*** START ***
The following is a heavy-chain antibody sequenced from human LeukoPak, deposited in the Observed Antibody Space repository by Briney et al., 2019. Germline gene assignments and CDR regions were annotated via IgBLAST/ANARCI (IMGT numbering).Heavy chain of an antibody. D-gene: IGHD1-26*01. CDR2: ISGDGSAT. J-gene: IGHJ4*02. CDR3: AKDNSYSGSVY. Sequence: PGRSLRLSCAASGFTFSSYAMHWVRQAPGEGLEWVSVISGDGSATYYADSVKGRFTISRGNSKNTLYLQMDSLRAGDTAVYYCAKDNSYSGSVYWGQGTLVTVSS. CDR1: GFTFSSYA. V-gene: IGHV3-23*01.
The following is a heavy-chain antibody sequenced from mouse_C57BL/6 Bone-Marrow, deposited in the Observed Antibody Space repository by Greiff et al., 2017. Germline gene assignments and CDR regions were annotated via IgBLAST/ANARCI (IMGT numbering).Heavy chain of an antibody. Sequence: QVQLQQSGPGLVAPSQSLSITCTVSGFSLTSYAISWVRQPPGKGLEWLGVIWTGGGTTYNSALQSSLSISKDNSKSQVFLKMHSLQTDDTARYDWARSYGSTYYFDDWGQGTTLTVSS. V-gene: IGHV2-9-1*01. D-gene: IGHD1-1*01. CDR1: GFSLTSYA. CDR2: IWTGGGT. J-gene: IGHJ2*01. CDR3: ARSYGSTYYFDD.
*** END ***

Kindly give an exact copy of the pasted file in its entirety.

The following is a heavy-chain antibody sequenced from human LeukoPak, deposited in the Observed Antibody Space repository by Briney et al., 2019. Germline gene assignments and CDR regions were annotated via IgBLAST/ANARCI (IMGT numbering).Heavy chain of an antibody. D-gene: IGHD1-26*01. CDR2: ISGDGSAT. J-gene: IGHJ4*02. CDR3: AKDNSYSGSVY. Sequence: PGRSLRLSCAASGFTFSSYAMHWVRQAPGEGLEWVSVISGDGSATYYADSVKGRFTISRGNSKNTLYLQMDSLRAGDTAVYYCAKDNSYSGSVYWGQGTLVTVSS. CDR1: GFTFSSYA. V-gene: IGHV3-23*01.
The following is a heavy-chain antibody sequenced from mouse_C57BL/6 Bone-Marrow, deposited in the Observed Antibody Space repository by Greiff et al., 2017. Germline gene assignments and CDR regions were annotated via IgBLAST/ANARCI (IMGT numbering).Heavy chain of an antibody. Sequence: QVQLQQSGPGLVAPSQSLSITCTVSGFSLTSYAISWVRQPPGKGLEWLGVIWTGGGTTYNSALQSSLSISKDNSKSQVFLKMHSLQTDDTARYDWARSYGSTYYFDDWGQGTTLTVSS. V-gene: IGHV2-9-1*01. D-gene: IGHD1-1*01. CDR1: GFSLTSYA. CDR2: IWTGGGT. J-gene: IGHJ2*01. CDR3: ARSYGSTYYFDD.